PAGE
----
“Lesson 2: Developing Unity in Marriage,” Marriage and Family Relations Instructor’s Manual (2000), 9–12
“Lesson 2,” Marriage and Family Relations Instructor’s Manual, 9–12
Developing Unity in Marriage
To help married couples be more unified and to help single members prepare to enjoy unity in marriage.
As you prepare yourself to teach, look for ways to follow the principles under “Your Responsibilities as a Teacher” (pages ix–xi in this manual).
Read the lesson’s bold headings. These headings give an overview of the doctrines and principles in the lesson. As part of your preparation, ponder ways to help participants apply these doctrines and principles. Seek the guidance of the Spirit in deciding what you should emphasize to meet participants’ needs.
If the Family Home Evening Resource Book (31106) is available, study “Achieving Oneness in Marriage” on pages 239–40. Consider referring to the article during the lesson.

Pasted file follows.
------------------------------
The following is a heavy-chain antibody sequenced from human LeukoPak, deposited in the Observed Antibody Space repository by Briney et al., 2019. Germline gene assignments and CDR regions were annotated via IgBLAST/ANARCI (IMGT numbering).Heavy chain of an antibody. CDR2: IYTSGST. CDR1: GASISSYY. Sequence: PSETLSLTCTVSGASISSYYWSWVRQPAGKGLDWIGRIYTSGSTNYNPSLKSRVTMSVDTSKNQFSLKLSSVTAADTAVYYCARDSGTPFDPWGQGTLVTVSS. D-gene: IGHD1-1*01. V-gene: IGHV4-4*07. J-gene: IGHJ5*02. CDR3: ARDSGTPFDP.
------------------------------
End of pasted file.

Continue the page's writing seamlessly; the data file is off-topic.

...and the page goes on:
Bring to class a piece of paper and a pen or pencil for each participant.
Suggested Lesson Development
The Lord has commanded husbands and wives to be one.
To begin the lesson, write on the chalkboard 1+1=1.
How does this describe the marriage relationship?
After participants have discussed this question, read Genesis 2:24 with them. Emphasize that God has commanded husbands and wives to be one.
What does it mean for a husband and wife to be one?
Have participants read the following statement by Elder Henry B. Eyring of the Quorum of the Twelve Apostles (page 8 in the Marriage and Family Relations Participant’s Study Guide):